Epoxy fill for hardware mounting

Discussion in 'Materials' started by youngtrout, Dec 13, 2014.

  1. youngtrout
    Joined: Nov 2008
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    Location: anchorage

    youngtrout Junior Member

    Hello again, I had the lightweight fill thread and now I'm looking to double check my heavy weight fill

    Looking for a fill that will stand up to hardware installation. Drilling tapping etc.

    In the past I use the 403 west systems fill. I'm also playing with adding chopped carbon to the mix.

    I've also heard about folks using milled fiberglass

    Thanks again
     
  2. upchurchmr
    Joined: Feb 2011
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    upchurchmr Senior Member

  3. youngtrout
    Joined: Nov 2008
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    Location: anchorage

    youngtrout Junior Member

    Thanks. I downloaded it. I got started with composites with a little rowing skiff. I since have played around with vacuum bagging. Came here to ask around because I know you guys know a ton. Thanks. I'll look in the PDF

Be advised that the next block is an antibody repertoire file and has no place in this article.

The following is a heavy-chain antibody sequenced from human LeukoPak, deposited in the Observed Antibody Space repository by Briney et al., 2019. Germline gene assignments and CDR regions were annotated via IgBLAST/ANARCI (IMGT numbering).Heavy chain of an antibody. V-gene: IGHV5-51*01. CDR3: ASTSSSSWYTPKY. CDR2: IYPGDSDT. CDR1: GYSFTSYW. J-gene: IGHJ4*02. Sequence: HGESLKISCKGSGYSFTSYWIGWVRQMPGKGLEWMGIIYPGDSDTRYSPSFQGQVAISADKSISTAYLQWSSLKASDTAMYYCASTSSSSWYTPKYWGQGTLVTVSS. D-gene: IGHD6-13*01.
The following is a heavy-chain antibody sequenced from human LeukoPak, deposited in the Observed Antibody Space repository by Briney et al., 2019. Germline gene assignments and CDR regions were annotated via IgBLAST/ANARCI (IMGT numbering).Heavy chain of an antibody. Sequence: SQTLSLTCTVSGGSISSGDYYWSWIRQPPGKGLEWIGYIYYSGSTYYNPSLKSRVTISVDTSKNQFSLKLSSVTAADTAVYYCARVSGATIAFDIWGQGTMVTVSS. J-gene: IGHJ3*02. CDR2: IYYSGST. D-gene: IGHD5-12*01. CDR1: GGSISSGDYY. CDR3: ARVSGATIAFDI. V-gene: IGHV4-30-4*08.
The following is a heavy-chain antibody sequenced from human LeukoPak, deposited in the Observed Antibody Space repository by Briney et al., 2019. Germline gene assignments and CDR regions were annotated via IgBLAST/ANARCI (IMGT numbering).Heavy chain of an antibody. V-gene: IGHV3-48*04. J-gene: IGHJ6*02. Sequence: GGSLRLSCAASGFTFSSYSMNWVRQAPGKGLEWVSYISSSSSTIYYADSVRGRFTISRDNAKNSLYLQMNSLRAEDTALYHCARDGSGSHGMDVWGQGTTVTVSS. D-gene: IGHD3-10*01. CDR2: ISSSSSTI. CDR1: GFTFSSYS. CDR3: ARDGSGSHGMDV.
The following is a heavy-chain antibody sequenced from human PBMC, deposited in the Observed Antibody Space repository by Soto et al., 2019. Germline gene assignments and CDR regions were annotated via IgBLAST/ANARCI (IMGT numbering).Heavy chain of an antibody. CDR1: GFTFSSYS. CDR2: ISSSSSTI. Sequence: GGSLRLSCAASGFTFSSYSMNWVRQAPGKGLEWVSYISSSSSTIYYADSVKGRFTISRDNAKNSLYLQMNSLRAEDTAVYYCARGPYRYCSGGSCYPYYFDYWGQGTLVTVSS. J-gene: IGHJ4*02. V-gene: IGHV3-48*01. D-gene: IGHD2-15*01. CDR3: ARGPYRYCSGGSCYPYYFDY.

4. upchurchmr
    Joined: Feb 2011
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    upchurchmr Senior Member

    Many of us got our start from that book.
    That is why you will often hear the same suggestion, over and over.....
    The website (westsystem.com) has discussions and their "Epoxyworks" is a e-pub which has lots of articles.
    http://www.westsystem.com/ss/boat-building/ is articles from older Epoxyworks issues.
     

  5. PAR
    Joined: Nov 2003
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    PAR Yacht Designer/Builder

    Skip the chopped carbon, you're just not going to get much from it, unless it's content is exceptionally high, which is very difficult (read imposable) to do by hand.

    The filler choices depend on application to a degree, but one thing is always the same - the silica content is simply to control viscosity. Milled fibers, cotton flock and wood flour are the usual choices, in concert with silica. Some will add other things, for other reasons, but generally these will be the standard bunch.

    Do yourself a favor and download the free "User's Guides" at westsystem.com and the "Epoxy Book" at systemthree.com, both of which will cover filler materials and their use. As to exact percentages, well this is dependent on several factors, so a bit of experimenting is necessary, until you gain enough experience with them.
     
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